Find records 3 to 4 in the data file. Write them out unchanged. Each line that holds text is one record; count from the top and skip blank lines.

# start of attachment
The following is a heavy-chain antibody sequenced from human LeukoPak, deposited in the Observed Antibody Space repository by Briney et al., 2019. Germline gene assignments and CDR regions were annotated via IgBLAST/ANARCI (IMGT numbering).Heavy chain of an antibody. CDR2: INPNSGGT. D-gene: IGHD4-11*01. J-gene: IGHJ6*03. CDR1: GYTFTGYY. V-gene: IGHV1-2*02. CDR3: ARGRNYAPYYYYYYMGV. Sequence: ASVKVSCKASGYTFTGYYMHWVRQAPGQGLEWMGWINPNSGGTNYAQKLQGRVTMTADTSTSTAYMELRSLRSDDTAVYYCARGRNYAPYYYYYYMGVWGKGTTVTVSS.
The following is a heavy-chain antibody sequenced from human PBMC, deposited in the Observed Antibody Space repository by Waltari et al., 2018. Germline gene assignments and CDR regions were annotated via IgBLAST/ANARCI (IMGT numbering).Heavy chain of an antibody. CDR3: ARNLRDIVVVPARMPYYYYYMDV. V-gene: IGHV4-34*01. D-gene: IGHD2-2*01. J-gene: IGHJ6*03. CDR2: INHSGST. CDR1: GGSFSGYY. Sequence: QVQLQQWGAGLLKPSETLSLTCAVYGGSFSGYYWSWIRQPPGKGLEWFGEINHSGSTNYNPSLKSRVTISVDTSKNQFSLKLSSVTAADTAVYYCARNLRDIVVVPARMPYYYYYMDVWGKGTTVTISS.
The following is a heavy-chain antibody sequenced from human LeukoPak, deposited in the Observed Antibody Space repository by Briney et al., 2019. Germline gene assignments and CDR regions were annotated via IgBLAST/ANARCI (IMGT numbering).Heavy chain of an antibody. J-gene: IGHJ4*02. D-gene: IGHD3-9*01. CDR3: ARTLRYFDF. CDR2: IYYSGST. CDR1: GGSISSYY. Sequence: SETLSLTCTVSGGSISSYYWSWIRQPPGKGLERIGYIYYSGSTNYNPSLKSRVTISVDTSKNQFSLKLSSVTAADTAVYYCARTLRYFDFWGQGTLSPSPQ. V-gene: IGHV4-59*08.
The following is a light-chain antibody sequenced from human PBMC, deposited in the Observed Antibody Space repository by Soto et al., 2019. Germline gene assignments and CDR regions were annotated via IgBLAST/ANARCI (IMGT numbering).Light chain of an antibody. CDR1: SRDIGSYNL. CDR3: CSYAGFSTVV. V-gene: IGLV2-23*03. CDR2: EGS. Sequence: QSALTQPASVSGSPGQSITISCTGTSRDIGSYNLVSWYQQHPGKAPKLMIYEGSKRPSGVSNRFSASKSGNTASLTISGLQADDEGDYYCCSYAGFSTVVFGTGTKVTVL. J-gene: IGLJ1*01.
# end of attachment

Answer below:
The following is a heavy-chain antibody sequenced from human LeukoPak, deposited in the Observed Antibody Space repository by Briney et al., 2019. Germline gene assignments and CDR regions were annotated via IgBLAST/ANARCI (IMGT numbering).Heavy chain of an antibody. J-gene: IGHJ4*02. D-gene: IGHD3-9*01. CDR3: ARTLRYFDF. CDR2: IYYSGST. CDR1: GGSISSYY. Sequence: SETLSLTCTVSGGSISSYYWSWIRQPPGKGLERIGYIYYSGSTNYNPSLKSRVTISVDTSKNQFSLKLSSVTAADTAVYYCARTLRYFDFWGQGTLSPSPQ. V-gene: IGHV4-59*08.
The following is a light-chain antibody sequenced from human PBMC, deposited in the Observed Antibody Space repository by Soto et al., 2019. Germline gene assignments and CDR regions were annotated via IgBLAST/ANARCI (IMGT numbering).Light chain of an antibody. CDR1: SRDIGSYNL. CDR3: CSYAGFSTVV. V-gene: IGLV2-23*03. CDR2: EGS. Sequence: QSALTQPASVSGSPGQSITISCTGTSRDIGSYNLVSWYQQHPGKAPKLMIYEGSKRPSGVSNRFSASKSGNTASLTISGLQADDEGDYYCCSYAGFSTVVFGTGTKVTVL. J-gene: IGLJ1*01.